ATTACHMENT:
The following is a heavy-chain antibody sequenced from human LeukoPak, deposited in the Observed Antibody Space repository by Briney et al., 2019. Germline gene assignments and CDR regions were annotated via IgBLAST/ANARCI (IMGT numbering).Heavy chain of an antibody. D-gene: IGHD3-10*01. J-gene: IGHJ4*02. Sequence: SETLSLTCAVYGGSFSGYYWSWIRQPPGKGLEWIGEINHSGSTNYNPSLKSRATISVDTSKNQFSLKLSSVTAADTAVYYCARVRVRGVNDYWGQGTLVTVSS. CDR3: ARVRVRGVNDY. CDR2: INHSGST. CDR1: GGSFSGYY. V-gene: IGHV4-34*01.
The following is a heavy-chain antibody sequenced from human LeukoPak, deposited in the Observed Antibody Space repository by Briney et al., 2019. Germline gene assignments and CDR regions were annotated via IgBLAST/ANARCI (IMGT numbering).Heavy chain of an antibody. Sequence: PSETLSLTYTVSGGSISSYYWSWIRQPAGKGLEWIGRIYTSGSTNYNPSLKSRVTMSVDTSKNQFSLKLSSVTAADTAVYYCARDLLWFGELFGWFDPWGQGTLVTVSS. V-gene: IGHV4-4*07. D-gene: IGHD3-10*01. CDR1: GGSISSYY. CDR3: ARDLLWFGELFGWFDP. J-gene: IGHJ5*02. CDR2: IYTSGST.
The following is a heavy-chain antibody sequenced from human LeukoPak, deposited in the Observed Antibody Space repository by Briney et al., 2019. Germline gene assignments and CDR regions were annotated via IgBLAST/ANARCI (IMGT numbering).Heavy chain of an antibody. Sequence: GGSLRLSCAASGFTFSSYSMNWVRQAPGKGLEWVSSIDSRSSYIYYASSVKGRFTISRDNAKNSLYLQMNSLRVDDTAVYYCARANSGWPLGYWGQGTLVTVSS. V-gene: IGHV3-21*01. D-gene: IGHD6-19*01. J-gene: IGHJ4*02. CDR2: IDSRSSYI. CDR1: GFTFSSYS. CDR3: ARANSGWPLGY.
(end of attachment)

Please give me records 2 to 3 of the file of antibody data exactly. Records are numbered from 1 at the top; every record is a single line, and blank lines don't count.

The following is a heavy-chain antibody sequenced from human LeukoPak, deposited in the Observed Antibody Space repository by Briney et al., 2019. Germline gene assignments and CDR regions were annotated via IgBLAST/ANARCI (IMGT numbering).Heavy chain of an antibody. Sequence: PSETLSLTYTVSGGSISSYYWSWIRQPAGKGLEWIGRIYTSGSTNYNPSLKSRVTMSVDTSKNQFSLKLSSVTAADTAVYYCARDLLWFGELFGWFDPWGQGTLVTVSS. V-gene: IGHV4-4*07. D-gene: IGHD3-10*01. CDR1: GGSISSYY. CDR3: ARDLLWFGELFGWFDP. J-gene: IGHJ5*02. CDR2: IYTSGST.
The following is a heavy-chain antibody sequenced from human LeukoPak, deposited in the Observed Antibody Space repository by Briney et al., 2019. Germline gene assignments and CDR regions were annotated via IgBLAST/ANARCI (IMGT numbering).Heavy chain of an antibody. Sequence: GGSLRLSCAASGFTFSSYSMNWVRQAPGKGLEWVSSIDSRSSYIYYASSVKGRFTISRDNAKNSLYLQMNSLRVDDTAVYYCARANSGWPLGYWGQGTLVTVSS. V-gene: IGHV3-21*01. D-gene: IGHD6-19*01. J-gene: IGHJ4*02. CDR2: IDSRSSYI. CDR1: GFTFSSYS. CDR3: ARANSGWPLGY.